On October 25, 2018, the New York Times published an online article by Hayley Phelan — who generally reports on fashion, shopping, and culture — entitled “What’s All This About Journaling?“* It’s worth seven minutes of your time.
Why? In her short piece, Ms. Phelan (who is pictured above) shares details of her recent return to journaling as an adult. She also provides commentary from two of the most respected names in the field of expressive personal writing: author Julia Cameron and social psychologist Dr. James Pennebaker.
Now in her early thirties, Ms. Phelan began journaling as an adult at the age of 29. Why? Her now ex-husband recommended she do so to, in part, cope with the stresses of their dissolving marriage. At the time, he was journaling by following the recommendations that Julia Cameron describes in her landmark book The Artist’s Way, which has sold more than 4 million copies since its publication in 1992.
In her seminal work about creativity, Cameron challenges readers to pen three hand-written “Morning Pages” shortly after rising from bed each day. As Ms. Phelan notes in her article, Cameron describes this writing as “strictly stream of consciousness.” To read about how Cameron addresses questions related to the Morning Pages routine, please see her 2017 blog post entitled Morning Pages: FAQ.
In addition to interviewing Julia Cameron for her article, Ms. Phelan corresponded with the foremost researcher in expressive writing, Dr. James Pennebaker of the University of Texas at Austin. Nearly every news story about the process and potential of journaling written in the last decade features at least a quotation from Dr. Pennebaker, who is recognized as one of the world’s experts on writing therapy, a form of expressive writing that he is credited with developing in the 1980s.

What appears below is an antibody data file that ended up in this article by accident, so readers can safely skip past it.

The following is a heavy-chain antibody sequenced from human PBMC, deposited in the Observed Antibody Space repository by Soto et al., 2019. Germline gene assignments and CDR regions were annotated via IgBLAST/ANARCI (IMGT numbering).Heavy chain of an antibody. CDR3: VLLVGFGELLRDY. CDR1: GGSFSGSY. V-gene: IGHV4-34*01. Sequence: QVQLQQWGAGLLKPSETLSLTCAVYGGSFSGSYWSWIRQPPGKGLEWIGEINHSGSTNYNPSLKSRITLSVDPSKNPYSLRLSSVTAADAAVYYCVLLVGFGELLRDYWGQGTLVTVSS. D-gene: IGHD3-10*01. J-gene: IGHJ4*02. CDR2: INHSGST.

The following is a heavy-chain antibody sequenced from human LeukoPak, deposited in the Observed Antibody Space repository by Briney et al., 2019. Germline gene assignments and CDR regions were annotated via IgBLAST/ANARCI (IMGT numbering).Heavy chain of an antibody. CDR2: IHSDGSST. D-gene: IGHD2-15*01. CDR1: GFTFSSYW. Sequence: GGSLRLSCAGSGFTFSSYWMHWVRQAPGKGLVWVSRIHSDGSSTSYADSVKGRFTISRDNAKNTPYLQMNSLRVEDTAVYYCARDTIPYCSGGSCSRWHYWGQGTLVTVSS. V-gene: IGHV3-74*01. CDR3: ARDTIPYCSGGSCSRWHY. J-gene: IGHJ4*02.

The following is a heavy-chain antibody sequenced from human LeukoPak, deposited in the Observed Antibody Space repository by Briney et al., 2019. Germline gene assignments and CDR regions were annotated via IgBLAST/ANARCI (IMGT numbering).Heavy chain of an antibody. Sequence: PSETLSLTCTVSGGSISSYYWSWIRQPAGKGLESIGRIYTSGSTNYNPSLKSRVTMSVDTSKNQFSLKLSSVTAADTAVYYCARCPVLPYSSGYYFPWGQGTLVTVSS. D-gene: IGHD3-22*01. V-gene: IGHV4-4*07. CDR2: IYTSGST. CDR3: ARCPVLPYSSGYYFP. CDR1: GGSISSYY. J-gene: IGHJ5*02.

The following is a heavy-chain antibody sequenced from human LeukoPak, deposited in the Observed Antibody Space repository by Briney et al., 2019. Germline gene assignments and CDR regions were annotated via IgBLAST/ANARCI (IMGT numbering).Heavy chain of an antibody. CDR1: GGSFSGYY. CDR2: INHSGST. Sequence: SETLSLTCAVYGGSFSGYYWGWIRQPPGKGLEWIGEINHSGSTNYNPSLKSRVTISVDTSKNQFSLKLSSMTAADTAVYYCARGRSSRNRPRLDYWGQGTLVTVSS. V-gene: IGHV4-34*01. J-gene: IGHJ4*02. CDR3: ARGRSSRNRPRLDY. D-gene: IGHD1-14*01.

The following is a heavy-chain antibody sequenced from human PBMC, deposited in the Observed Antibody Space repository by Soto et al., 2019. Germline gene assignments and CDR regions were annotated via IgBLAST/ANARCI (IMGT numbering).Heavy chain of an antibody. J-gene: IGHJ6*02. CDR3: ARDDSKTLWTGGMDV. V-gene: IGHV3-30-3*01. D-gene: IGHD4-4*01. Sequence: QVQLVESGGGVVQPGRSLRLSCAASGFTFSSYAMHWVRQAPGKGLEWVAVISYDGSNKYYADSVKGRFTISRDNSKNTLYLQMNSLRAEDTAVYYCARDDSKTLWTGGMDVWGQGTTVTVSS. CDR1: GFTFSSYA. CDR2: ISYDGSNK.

Pennebaker’s book Opening Up by Writing It Down, which is now in its 3rd edition, shares his research about how focused writing can help us process trauma and lead to faster recovery. Ms. Phelan notes that Dr. Pennebaker is not necessarily an advocate of daily writing. Why? If frequent journaling results in “rumination” that causes anguish, he recommends a shorter-duration approach. His research has revealed that just several intensive writing sessions lasting 15-30 minutes can yield measurable decreases in stress and increases in one’s ability to cope effectively in the aftermath of trauma.
Ms. Phelan describes how her journaling practice, which has now stretched into its third year, resembles Julia Cameron’s Morning Pages. She writes “three to five pages every morning by hand.” And how does Ms. Phelan assess the effectiveness of this routine? She explains: “[J]ournaling provided me with an important outlet for the debilitating anxiety that had come to paralyze me at odd hours each day. And besides, I enjoyed it. It was fun to wake up every morning and spew a hurried black scrawl all over those straight blue lines.”
Please see her full article “What’s All This About Journaling?” if you are interested in personal writing; it is worth seven minutes of your time. And stay tuned for future blog posts about Julia Cameron’s The Artist’s Way and Dr. Pennebaker’s Opening Up by Writing It Down later this spring. In the meantime, pick up a pen and give journaling a try!
* — Three days later, a version of the article was featured on page ST7 of the paper’s New York edition with the title “Writing in a Journal Can Help.”
Note — The photograph of Haley Phelan at the top of this post was obtained from her website, hayleyphelan.com. The illustrations featured in this post were borrowed from the online version of Ms. Phelan’s article, which can be reached at nytimes.com. The covers of The Artist’s Way and Opening Up by Writing It Down were taken from Julia Cameron’s website and the website for the Guilford Press, respectively.
This is my new journal, and I love it. Skateboards cover the front and back. The teenager in me, who recalls the “old guard” of skateboarders of the late 1980s, feels drawn to this notebook’s bright colors and playful graphics.
As a high school student, I remember Mike McGill, Tony Hawk, Lance Mountain, Steve Caballero and others gracing the covers of magazines like Thrasher and Transworld Skateboarding. Those publications still exist, and those athletes — especially ones like Tony Hawk — are still influential even though they are in their early 50s. And their original brand, Powell Peralta, continues to produce visually-stunning boards, including an annual Bones Brigade Series that draws on artwork from those legendary skaters’ first designs.
Here is what 2019’s Bones Brigade Series 11 looks like: